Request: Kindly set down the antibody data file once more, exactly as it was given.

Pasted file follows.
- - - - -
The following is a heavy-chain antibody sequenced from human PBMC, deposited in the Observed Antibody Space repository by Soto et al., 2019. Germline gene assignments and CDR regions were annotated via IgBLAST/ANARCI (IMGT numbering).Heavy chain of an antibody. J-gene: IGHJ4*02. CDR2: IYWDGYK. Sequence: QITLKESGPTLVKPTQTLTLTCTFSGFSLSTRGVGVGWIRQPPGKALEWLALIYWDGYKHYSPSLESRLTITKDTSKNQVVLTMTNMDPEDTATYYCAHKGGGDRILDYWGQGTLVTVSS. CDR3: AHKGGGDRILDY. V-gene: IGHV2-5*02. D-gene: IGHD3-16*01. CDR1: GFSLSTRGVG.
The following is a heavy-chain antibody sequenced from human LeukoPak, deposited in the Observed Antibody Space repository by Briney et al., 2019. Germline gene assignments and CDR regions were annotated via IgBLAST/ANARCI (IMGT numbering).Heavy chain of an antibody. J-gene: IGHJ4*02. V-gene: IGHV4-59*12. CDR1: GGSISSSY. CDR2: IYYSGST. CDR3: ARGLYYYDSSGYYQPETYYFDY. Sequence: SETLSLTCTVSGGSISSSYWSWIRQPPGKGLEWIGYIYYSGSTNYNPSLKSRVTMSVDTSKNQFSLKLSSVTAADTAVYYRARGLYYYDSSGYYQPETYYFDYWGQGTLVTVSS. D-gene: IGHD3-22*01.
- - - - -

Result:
The following is a heavy-chain antibody sequenced from human PBMC, deposited in the Observed Antibody Space repository by Soto et al., 2019. Germline gene assignments and CDR regions were annotated via IgBLAST/ANARCI (IMGT numbering).Heavy chain of an antibody. J-gene: IGHJ4*02. CDR2: IYWDGYK. Sequence: QITLKESGPTLVKPTQTLTLTCTFSGFSLSTRGVGVGWIRQPPGKALEWLALIYWDGYKHYSPSLESRLTITKDTSKNQVVLTMTNMDPEDTATYYCAHKGGGDRILDYWGQGTLVTVSS. CDR3: AHKGGGDRILDY. V-gene: IGHV2-5*02. D-gene: IGHD3-16*01. CDR1: GFSLSTRGVG.
The following is a heavy-chain antibody sequenced from human LeukoPak, deposited in the Observed Antibody Space repository by Briney et al., 2019. Germline gene assignments and CDR regions were annotated via IgBLAST/ANARCI (IMGT numbering).Heavy chain of an antibody. J-gene: IGHJ4*02. V-gene: IGHV4-59*12. CDR1: GGSISSSY. CDR2: IYYSGST. CDR3: ARGLYYYDSSGYYQPETYYFDY. Sequence: SETLSLTCTVSGGSISSSYWSWIRQPPGKGLEWIGYIYYSGSTNYNPSLKSRVTMSVDTSKNQFSLKLSSVTAADTAVYYRARGLYYYDSSGYYQPETYYFDYWGQGTLVTVSS. D-gene: IGHD3-22*01.